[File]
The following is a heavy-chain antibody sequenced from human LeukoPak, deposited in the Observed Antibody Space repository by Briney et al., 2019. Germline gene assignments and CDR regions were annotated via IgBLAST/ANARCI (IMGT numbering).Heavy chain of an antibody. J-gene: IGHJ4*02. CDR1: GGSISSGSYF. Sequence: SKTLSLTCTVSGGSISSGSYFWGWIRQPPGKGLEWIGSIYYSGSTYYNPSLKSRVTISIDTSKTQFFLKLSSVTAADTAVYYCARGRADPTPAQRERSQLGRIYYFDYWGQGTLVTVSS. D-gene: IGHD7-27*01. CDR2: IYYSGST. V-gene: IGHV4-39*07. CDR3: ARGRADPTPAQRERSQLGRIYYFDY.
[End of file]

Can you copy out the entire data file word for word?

The following is a heavy-chain antibody sequenced from human LeukoPak, deposited in the Observed Antibody Space repository by Briney et al., 2019. Germline gene assignments and CDR regions were annotated via IgBLAST/ANARCI (IMGT numbering).Heavy chain of an antibody. J-gene: IGHJ4*02. CDR1: GGSISSGSYF. Sequence: SKTLSLTCTVSGGSISSGSYFWGWIRQPPGKGLEWIGSIYYSGSTYYNPSLKSRVTISIDTSKTQFFLKLSSVTAADTAVYYCARGRADPTPAQRERSQLGRIYYFDYWGQGTLVTVSS. D-gene: IGHD7-27*01. CDR2: IYYSGST. V-gene: IGHV4-39*07. CDR3: ARGRADPTPAQRERSQLGRIYYFDY.